"I felt good. I just wanted to be on that podium because I knew I had run enough races, so I just wanted to hold on and take whatever medal I could get," she said.
"I'm a Jamaican, we know how to fight so that's one thing I can say, as a kid growing up I had great examples to follow, that hard work does pay off."
Stewart can claim her third medal of the Games today when Jamaica line up in the 4x100 metres relay. They are the heavy favourites to win after the United States were disqualified in the qualifying heats yesterday.
"I am definitely looking forward to that. Growing up, relays were fundamental so you can't leave the Olympic Games without running 4x100, so I'm ready for that," she smiled
Shelly-Ann Fraser (R) of Jamaica celebrates winning the Women's 100m Final and the gold medal held at the National Stadium on Day 9 of the Beijing 2008 Olympic Games on August 17, 2008 in Beijing, China. Shelly-Ann Fraser of Jamaica finished the event in first place with a time of 10.78.
(L-R) Shelly-Ann Fraser of Jamaica celebrates winning the Women's 100m Final and the gold medal with teammates Kerron Stewart and Sherone Simpson held at the National Stadium on Day 9 of the Beijing 2008 Olympic Games on August 17, 2008 in Beijing, China. Shelly-Ann Fraser of Jamaica finished the event in first place with a time of 10.78.
(Photo by Lars Baron/Bongarts)
(L-R) Joint silver medalists Sherone Simpson and Kerron Stewart of Jamaica and Gold medalists Shelly-Ann Fraser of Jamaica celebrate after in the Women's 100m Final held at the National Stadium on Day 9 of the Beijing 2008 Olympic Games on August 17, 2008 in Beijing, China. Shelly-Ann Fraser of Jamaica finished the event in first place with a time of 10.78.
(Photo by Michael Steele/Getty Images AsiaPac)
(L-R) Joint silver medalist Sherone Simpson of Jamaica, gold medalist Shelly-Ann Fraser of Jamaica and Joint silver medalist Kerron Stewart of Jamaica stand on the podium during the medal ceremony for the Women's 100m Final at the National Stadium on Day 10 of the Beijing 2008 Olympic Games on August 18, 2008 in Beijing, China.
Veronica Campbell-Brown of Jamaica receives the gold medal during the medal ceremony for the Women's 200m Final held at the National Stadium during Day 13 of the Beijing 2008 Olympic Games on August 21, 2008 in Beijing, China.
(Photo by Alexander Hassenstein/Bongarts)
Veronica Campbell-Brown (born May 15, 1982) is a track and field sprint athlete, competing internationally for Jamaica. A five-time Olympic medalist, she is the current Olympic 200 m and World 100 m champion. She ran the 200 meter in 21.74 seconds.
Veronica Campbell-Brown of Jamaica crosses the line to win the Women's 200m Final and the gold medal held at the National Stadium during Day 13 of the Beijing 2008 Olympic Games on August 21, 2008 in Beijing, China
Campbell was born to Cecil Campbell and Pamella Bailey in Trelawny, Jamaica on May 15th, 1982. She has 9 brothers and sisters and attended Vere Technical High School in Clarendon before pursuing higher education in the U.S.
In 1999, she won 2 gold medals the 100m and 4x100m at the inaugural IAAF World Youth Championships. The following year, she became the first female to win the sprint double at the IAAF World Junior Championships. She took the 100m in 11.12, the current championship record and the 200m in 22.87. At the 2000 Olympic Games, she ran the second leg on the silver medal winning 4x100m relay team.
Campbell is the only female athlete to win both the 100 m and 200 m sprints at the same World Youth Championships.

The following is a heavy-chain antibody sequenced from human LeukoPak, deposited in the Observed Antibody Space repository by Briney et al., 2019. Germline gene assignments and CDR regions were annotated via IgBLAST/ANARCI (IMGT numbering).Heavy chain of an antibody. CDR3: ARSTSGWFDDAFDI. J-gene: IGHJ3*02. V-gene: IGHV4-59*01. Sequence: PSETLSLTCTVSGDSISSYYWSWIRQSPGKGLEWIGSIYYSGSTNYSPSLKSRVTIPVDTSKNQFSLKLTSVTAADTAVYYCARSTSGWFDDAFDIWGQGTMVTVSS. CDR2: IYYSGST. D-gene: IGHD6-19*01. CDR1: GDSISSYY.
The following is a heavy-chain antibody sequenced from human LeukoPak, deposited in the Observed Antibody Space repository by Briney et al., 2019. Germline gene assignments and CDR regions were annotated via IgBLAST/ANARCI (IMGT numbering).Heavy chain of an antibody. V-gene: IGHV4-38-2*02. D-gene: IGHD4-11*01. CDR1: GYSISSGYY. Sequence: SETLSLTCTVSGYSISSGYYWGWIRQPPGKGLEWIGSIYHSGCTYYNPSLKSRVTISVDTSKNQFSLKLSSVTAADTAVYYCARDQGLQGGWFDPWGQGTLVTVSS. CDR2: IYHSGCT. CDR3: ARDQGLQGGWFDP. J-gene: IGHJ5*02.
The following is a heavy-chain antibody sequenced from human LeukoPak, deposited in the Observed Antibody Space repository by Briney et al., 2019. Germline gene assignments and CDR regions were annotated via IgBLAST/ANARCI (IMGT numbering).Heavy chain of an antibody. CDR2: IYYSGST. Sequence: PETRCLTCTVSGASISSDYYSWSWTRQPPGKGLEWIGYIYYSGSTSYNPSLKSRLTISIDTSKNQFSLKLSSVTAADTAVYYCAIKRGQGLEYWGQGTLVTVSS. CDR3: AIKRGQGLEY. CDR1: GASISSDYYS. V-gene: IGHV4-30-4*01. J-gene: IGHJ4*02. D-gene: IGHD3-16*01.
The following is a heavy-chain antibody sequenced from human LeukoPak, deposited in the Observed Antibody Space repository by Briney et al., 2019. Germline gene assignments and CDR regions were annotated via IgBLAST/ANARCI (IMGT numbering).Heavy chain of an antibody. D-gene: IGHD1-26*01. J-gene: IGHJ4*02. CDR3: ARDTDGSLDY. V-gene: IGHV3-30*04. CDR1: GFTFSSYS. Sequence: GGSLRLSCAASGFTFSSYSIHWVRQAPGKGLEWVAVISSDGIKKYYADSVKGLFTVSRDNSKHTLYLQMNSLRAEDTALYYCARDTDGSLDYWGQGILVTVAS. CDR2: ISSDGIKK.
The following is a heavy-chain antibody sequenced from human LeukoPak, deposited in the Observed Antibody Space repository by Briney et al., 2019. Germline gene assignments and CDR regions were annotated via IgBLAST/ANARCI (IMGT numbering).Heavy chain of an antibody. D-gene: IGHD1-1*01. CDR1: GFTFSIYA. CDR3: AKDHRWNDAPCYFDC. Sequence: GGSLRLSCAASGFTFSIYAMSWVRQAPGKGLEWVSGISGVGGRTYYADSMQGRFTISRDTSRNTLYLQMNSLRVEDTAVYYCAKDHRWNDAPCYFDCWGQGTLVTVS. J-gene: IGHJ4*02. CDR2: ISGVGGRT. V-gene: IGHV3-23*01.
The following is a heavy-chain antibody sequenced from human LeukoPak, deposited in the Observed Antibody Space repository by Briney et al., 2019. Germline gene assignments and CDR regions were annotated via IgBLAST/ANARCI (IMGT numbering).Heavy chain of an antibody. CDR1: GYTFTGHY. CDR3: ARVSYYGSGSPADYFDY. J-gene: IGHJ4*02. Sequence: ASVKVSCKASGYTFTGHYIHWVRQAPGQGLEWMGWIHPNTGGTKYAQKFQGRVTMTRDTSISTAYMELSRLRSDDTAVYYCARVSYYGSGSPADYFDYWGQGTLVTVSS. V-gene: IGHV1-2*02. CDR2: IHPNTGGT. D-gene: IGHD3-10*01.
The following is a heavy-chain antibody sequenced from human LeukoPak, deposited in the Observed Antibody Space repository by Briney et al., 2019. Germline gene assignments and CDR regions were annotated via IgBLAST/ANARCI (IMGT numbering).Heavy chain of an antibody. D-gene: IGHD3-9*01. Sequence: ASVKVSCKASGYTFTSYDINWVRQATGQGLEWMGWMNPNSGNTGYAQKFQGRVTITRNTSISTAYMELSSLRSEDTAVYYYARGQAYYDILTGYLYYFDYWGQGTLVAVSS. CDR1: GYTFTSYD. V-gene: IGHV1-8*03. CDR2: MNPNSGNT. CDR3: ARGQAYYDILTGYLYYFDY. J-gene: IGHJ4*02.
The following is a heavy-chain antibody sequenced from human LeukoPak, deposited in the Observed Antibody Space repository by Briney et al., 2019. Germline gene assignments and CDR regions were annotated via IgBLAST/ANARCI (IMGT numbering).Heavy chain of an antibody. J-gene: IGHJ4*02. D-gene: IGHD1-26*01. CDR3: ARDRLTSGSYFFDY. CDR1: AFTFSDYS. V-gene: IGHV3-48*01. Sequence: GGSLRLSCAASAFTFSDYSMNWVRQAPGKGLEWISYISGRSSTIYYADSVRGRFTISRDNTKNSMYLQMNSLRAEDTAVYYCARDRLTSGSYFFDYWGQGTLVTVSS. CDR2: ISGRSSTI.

Campbell attended Barton County Community College in Great Bend, Kansas, where she set several records and won many titles including 4 national junior college titles in the 60, 100 and 200 meter dashes indoors and outdoors. She set the current record for Barton County in the outdoor 100 and 200 meter dashes. Campbell also excelled in academics earning an Associates Degree from Barton County in 2002 with a 3.8 grade average. She went on to attend The University of Arkansas where she stood out as a sprint star in a program dominated by long-distance runners.
Veronica Campbell-Brown of Jamaica celebrates winning the Women's 200m Final and the gold medal held at the National Stadium during Day 13 of the Beijing 2008 Olympic Games on August 21, 2008 in Beijing, China.
(Photo by Al Bello/Getty Images AsiaPac)
At the 2004 Olympics, Campbell first placed third in the 100 meters and two days later won the 200 meters, beating out Allyson Felix of the United States. She later teamed up with Aleen Bailey, Tayna Lawrence, and Sherone Simpson to win the 4 x 100 meter relay race.
In August 2005, Campbell won the silver medal in the 100 meters at the 2005 World Championships in Athletics as well as another silver medal in the 4 x 100 meter relay (together with Daniele Browning, Aleen Bailey and Sherone Simpson).
At the 2007 World Championships, Campbell won three medals with a gold in the 100 meters, a silver in the 200 meters (second to Felix) and a silver in the 4 x 100 meter relay.
At the 2008 Jamaican Olympic trials, she finished 4th in the 100m, thereby missing the qualifying requirement to automatically make the Jamaican Olympic roster for that event. She clocked 10.88 in the final, which is the second fastest time ever for a 4th place finish. She however bounced back to take the 200m final in a personal best of 21.94 seconds. On July 3 it was announced that she was denied a spot in the 100 meters in Beijing, even though she is the reigning World Champion. She will therefore only compete in the 200 and the 4x100 relay at the Olympic Games. At the opening ceremony of the 2008 Olympics, Veronica Campbell-Brown carried the Jamaican flag during the Athletes' Parade. She successfully defended her Olympic 200m title in a new personal best time of 21.74sec, a time which puts her equal seventh on the all-time list.